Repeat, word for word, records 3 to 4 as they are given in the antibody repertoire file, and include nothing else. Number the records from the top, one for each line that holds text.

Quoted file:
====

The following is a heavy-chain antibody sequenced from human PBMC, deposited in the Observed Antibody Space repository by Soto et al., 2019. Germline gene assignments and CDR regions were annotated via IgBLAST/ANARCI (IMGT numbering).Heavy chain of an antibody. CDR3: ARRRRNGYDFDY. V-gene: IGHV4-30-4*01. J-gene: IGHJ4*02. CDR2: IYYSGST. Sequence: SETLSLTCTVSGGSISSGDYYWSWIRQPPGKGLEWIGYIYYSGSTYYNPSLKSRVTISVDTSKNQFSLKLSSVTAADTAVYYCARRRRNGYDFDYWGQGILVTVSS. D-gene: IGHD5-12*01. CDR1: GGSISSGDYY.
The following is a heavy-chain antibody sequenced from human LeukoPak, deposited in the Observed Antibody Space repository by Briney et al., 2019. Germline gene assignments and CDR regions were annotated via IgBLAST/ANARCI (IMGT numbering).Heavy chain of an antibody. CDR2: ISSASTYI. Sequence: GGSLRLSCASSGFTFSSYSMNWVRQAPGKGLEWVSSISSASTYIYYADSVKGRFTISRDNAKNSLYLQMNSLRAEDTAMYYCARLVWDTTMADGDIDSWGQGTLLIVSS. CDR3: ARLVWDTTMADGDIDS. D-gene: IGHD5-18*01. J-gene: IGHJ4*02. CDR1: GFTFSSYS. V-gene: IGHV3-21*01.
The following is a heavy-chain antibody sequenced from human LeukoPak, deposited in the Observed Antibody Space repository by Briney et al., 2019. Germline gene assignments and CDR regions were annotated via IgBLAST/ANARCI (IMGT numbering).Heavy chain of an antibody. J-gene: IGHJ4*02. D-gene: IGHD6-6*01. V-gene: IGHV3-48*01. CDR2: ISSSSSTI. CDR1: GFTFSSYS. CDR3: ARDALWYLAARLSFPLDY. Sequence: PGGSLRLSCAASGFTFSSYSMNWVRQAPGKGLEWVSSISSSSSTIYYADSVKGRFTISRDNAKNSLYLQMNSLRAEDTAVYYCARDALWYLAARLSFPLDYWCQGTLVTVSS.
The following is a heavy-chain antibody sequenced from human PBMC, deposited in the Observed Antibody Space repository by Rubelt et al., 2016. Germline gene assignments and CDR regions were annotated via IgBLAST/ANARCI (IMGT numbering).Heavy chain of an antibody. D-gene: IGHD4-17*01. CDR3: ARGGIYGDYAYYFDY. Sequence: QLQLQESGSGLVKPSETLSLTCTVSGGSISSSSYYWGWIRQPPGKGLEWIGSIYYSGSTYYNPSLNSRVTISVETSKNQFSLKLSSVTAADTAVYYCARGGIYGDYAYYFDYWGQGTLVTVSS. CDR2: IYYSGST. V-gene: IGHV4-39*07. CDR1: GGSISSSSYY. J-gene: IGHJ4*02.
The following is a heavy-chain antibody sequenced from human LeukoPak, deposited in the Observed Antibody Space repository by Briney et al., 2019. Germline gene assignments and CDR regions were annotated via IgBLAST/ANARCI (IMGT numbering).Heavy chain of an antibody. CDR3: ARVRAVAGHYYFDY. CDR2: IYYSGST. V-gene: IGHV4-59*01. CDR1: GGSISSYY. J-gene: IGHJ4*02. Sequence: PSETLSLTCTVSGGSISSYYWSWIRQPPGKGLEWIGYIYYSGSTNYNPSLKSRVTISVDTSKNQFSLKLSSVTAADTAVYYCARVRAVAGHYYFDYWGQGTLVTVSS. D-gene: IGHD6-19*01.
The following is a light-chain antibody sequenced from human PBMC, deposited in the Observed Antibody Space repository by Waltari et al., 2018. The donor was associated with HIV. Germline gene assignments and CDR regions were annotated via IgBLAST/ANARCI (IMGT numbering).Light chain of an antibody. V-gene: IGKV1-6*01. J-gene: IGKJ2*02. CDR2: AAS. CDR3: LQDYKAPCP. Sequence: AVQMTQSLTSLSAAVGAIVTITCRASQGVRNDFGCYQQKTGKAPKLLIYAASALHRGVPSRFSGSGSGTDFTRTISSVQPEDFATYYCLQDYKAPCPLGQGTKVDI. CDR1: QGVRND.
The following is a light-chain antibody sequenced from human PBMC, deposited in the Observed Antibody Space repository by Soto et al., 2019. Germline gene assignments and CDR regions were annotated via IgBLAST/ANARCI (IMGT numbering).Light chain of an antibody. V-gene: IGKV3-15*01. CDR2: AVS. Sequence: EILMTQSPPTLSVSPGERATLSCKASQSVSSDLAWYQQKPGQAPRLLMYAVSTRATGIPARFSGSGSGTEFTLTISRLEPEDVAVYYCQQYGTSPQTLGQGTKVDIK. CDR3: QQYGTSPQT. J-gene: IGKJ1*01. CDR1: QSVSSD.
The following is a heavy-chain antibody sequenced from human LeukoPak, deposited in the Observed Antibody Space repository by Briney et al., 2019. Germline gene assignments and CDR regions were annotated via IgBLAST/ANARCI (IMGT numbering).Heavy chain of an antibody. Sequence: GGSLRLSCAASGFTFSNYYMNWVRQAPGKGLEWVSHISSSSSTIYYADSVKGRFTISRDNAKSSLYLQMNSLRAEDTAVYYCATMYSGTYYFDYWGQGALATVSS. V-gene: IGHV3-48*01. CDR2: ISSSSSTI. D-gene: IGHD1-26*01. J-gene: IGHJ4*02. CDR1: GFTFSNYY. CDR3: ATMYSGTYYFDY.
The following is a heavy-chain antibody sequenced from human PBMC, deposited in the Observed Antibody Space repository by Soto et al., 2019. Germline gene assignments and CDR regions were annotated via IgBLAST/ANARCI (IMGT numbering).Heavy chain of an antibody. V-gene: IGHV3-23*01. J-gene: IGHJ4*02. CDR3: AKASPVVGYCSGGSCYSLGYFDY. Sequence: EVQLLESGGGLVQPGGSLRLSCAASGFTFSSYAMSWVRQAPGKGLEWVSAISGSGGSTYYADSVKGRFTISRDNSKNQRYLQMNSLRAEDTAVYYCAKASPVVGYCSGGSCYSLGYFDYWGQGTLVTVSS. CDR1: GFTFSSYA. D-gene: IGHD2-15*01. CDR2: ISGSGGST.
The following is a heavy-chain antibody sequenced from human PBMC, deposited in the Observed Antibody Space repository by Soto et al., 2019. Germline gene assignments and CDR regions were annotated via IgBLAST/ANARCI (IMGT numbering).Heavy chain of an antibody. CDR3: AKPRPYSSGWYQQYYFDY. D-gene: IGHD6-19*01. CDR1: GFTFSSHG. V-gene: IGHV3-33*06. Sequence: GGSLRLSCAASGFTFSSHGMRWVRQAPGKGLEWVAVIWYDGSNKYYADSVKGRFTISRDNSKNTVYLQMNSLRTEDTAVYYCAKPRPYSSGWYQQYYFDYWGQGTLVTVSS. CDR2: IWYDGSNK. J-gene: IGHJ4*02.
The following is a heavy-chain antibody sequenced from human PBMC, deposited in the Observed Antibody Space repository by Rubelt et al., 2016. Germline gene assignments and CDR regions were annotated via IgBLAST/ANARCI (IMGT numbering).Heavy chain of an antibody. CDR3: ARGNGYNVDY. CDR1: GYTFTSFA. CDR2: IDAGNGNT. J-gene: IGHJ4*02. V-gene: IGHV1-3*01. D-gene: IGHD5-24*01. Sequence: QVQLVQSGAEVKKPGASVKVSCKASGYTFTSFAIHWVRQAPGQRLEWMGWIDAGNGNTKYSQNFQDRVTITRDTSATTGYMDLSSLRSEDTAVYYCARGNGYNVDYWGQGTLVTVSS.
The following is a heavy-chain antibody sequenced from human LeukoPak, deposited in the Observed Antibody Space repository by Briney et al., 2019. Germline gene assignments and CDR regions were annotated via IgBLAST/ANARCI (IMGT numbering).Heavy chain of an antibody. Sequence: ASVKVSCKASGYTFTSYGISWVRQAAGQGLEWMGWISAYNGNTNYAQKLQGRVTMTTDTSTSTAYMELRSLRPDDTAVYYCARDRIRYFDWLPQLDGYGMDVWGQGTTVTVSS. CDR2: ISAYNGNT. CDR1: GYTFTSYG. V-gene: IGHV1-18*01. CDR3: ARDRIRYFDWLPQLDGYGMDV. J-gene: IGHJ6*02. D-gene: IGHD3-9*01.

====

The following is a heavy-chain antibody sequenced from human LeukoPak, deposited in the Observed Antibody Space repository by Briney et al., 2019. Germline gene assignments and CDR regions were annotated via IgBLAST/ANARCI (IMGT numbering).Heavy chain of an antibody. J-gene: IGHJ4*02. D-gene: IGHD6-6*01. V-gene: IGHV3-48*01. CDR2: ISSSSSTI. CDR1: GFTFSSYS. CDR3: ARDALWYLAARLSFPLDY. Sequence: PGGSLRLSCAASGFTFSSYSMNWVRQAPGKGLEWVSSISSSSSTIYYADSVKGRFTISRDNAKNSLYLQMNSLRAEDTAVYYCARDALWYLAARLSFPLDYWCQGTLVTVSS.
The following is a heavy-chain antibody sequenced from human PBMC, deposited in the Observed Antibody Space repository by Rubelt et al., 2016. Germline gene assignments and CDR regions were annotated via IgBLAST/ANARCI (IMGT numbering).Heavy chain of an antibody. D-gene: IGHD4-17*01. CDR3: ARGGIYGDYAYYFDY. Sequence: QLQLQESGSGLVKPSETLSLTCTVSGGSISSSSYYWGWIRQPPGKGLEWIGSIYYSGSTYYNPSLNSRVTISVETSKNQFSLKLSSVTAADTAVYYCARGGIYGDYAYYFDYWGQGTLVTVSS. CDR2: IYYSGST. V-gene: IGHV4-39*07. CDR1: GGSISSSSYY. J-gene: IGHJ4*02.